Defence Secretary Ben Wallace has weighed in on the row over the British government’s readiness to resort to Navy patrol ships to prevent EU trawlers from fishing illegally in UK waters if a post-Brexit deal collapsed, writes The Telegraph.
“We will be there to make sure we protect our fishermen because they have the right and deserve to be protected... going about their lawful business,” said Wallace, speaking during a visit to British troops in Estonia's capital Tallinn.
As the Defence Secretary confirmed that Britain would “always have assets along the shore line of the United Kingdom to protect it”, he added:
“When it comes to a Brexit deal – whatever that is – it is no secret that we would use our military to help support in logistics or anything else as required by other departments. We only do things at the request of civilians. If they ask for help we will give it”.
Wallace also suggested that “European friends” ought to be aware that “whatever happens in negotiations, we must respect each other's sovereign waters and indeed follow the rule of law and behave peacefully”.
As negotiations on a post-Brexit trade deal have stalled after numerous unsuccessful rounds, hitting a number of critical hurdles, the likelihood that Britain might ‘crash’ out of the bloc without an agreement in place increased.
The UK Defence Secretary warned that as the year-end transition period deadline was fast approaching, Britain was ready for “whatever is the challenge on January 1”.
According to Wallace, even as UK-EU talks had been ongoing, “some months ago” he had ordered the Ministry of Defence to gear up for “worst case scenarios”.
“We are confident we will be able to deal with all of them,” he said.
Access to UK fishing waters for EU trawlers post-Brexit has become one of the more contentious issues on ongoing negotiations between the two camps, besides governance and the so-called level playing field.
As talks between delegations led by UK Brexit negotiator David Frost and his Brussels counterpart, Michel Barnier, floundered, forcing Prime Minister Boris Johnson and EU Commission President Ursula von der Leyen to enter the fray, it was agreed that the sides should go the "extra mile" in a bid to secure a deal.
As things stand we are still very far apart on key issues. There’s still a deal to be done, but the most likely thing is that we've got to be ready for Australia terms on 1st January.— Boris Johnson (@BorisJohnson) December 13, 2020
Go to https://t.co/gxJU2BeRs2 to get prepared. pic.twitter.com/o8DGPZQwiC
Nevertheless, the UK Prime Minister has given it to be understood that a no-deal Brexit was most likely.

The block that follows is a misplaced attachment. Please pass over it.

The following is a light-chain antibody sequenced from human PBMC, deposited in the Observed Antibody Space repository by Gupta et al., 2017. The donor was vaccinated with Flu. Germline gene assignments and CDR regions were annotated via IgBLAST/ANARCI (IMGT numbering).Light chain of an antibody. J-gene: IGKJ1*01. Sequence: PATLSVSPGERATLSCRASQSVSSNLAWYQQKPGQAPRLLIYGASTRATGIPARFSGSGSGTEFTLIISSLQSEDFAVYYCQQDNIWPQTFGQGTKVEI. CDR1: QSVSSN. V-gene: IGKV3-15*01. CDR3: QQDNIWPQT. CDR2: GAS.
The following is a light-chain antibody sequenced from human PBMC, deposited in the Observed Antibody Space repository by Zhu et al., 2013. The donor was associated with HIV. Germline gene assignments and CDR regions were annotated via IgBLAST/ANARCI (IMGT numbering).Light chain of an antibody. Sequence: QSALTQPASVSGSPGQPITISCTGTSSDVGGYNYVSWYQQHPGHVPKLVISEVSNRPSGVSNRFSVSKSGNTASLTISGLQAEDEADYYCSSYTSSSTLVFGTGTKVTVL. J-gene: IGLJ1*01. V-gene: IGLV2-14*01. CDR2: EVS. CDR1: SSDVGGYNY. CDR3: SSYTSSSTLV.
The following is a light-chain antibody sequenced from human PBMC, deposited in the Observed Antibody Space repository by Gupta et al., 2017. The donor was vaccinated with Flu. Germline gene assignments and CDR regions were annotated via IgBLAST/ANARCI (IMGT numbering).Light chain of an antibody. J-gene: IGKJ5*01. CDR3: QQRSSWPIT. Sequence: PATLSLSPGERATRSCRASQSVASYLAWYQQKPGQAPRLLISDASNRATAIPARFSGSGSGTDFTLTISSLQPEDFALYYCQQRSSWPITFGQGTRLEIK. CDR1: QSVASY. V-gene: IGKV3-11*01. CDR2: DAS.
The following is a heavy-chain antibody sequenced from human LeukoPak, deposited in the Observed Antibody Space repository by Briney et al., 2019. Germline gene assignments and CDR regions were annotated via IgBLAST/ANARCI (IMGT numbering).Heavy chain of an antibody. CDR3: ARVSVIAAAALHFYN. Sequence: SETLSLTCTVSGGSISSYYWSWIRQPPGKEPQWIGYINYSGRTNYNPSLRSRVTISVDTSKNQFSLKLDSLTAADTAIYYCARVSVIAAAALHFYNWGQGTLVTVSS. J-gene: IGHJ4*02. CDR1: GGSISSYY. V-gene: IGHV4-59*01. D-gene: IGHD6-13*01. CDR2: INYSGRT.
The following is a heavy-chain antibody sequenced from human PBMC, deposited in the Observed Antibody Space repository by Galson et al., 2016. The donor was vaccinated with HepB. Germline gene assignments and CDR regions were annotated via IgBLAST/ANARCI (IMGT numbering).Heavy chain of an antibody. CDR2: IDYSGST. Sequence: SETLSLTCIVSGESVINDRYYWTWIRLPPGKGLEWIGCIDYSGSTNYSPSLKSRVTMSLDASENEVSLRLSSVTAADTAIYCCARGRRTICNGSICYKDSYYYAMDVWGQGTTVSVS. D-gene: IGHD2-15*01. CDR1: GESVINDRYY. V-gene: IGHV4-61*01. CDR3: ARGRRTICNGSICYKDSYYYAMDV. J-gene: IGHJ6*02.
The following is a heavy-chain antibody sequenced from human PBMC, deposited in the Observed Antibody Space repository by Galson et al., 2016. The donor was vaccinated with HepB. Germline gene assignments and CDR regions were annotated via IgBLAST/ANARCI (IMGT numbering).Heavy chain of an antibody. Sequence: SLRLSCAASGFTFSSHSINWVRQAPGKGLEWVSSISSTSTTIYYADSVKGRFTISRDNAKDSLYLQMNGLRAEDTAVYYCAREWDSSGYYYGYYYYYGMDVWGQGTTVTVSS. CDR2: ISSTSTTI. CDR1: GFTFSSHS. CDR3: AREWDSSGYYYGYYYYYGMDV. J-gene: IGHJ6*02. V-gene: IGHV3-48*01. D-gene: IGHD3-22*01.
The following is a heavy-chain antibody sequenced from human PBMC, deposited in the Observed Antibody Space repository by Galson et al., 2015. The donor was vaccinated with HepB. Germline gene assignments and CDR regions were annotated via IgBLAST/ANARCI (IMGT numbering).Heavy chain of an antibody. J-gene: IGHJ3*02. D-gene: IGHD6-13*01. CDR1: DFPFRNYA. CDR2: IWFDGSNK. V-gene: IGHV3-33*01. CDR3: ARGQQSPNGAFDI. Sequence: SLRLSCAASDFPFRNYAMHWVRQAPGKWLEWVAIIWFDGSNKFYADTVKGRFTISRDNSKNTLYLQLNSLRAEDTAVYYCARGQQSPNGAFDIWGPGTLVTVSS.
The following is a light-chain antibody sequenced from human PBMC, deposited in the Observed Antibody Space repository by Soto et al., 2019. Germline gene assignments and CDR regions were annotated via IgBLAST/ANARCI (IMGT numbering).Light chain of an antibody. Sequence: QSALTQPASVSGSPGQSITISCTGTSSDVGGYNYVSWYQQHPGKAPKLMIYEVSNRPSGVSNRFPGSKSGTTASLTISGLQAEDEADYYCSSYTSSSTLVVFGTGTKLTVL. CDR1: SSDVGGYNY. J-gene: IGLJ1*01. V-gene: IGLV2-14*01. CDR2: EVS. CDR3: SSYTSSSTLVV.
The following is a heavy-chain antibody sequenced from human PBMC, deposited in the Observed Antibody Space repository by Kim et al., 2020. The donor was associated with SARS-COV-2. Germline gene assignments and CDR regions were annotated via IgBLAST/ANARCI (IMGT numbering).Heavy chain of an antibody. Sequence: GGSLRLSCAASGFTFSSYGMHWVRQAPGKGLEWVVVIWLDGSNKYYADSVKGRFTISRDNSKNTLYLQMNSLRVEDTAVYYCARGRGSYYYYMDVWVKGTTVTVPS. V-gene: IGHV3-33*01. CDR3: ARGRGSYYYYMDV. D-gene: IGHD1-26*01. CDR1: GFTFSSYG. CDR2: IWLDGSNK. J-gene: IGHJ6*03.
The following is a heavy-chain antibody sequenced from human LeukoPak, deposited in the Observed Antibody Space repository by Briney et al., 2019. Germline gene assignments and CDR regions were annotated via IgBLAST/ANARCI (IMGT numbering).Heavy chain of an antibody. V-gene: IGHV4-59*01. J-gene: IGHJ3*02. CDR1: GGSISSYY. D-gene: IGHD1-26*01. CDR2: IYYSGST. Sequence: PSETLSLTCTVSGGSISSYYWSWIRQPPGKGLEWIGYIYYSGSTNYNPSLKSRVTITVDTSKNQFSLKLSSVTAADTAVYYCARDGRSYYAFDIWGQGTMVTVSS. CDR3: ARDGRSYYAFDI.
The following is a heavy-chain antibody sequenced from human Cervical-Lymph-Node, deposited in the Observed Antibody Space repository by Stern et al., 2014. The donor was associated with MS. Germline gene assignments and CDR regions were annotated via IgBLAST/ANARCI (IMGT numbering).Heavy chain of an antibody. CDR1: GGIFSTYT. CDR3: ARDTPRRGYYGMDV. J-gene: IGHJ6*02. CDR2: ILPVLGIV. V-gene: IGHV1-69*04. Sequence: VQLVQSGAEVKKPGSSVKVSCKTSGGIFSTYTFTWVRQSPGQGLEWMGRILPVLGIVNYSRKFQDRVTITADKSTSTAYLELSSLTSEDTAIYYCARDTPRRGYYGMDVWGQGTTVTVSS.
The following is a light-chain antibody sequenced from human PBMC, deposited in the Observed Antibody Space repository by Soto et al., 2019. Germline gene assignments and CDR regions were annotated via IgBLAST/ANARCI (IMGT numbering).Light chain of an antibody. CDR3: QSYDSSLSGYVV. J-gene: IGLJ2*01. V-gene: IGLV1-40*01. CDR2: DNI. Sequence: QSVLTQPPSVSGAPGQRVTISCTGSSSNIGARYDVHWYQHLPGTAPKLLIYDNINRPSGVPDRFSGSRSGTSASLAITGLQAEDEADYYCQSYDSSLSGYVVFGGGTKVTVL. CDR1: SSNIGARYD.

Against the backdrop of growing uncertainty beyond the cut-off transition date of 31 December, a row erupted over the weekend after it emerged that the UK was preparing to deploy warships in the English Channel.
“EU and UK fishers could clash over the lost access to historic fishing grounds, and there could be a significant uplift in illegal fishing activities,” said a 34-page “official sensitive” document cited by the Daily Mail.
Government sources were quoted as confirming that four Royal Navy vessels would be deployed “when it gets feisty”, evoking memories of the “cod wars”. The tussle over fishing grounds off Iceland dragged out for almost 20 years until it was resolved in the mid-1970s.
In response to the reports that Royal Navy Police would be given the power to board and arrest French and other EU fishermen who illegally enter Britain’s waters in the event of a no-deal Brexit, French fishermen claimed they would retaliate by blockading Dover and Calais.
“If we are deprived of our fishing grounds, we will not watch the British supply the French market. There will therefore be blockages to ferries – since this mainly happens by ferries. On that, we are quite clear and determined,” Dimitri Rogoff, of Normandy's regional fisheries committee, was quoted as saying.
Brexit trade talks have been granted a reprieve after Boris Johnson and European Commission President Ursula von der Leyen agreed to extend negotiations on “major unresolved topics" beyond the earlier-set 13 December deadline to avert a No Deal.
An agreement shaping the relationship between the United Kingdom and the European Union post-Brexit could be ratified as late as 31 December, the day the current Brexit transition period ends, wrote The Telegraph.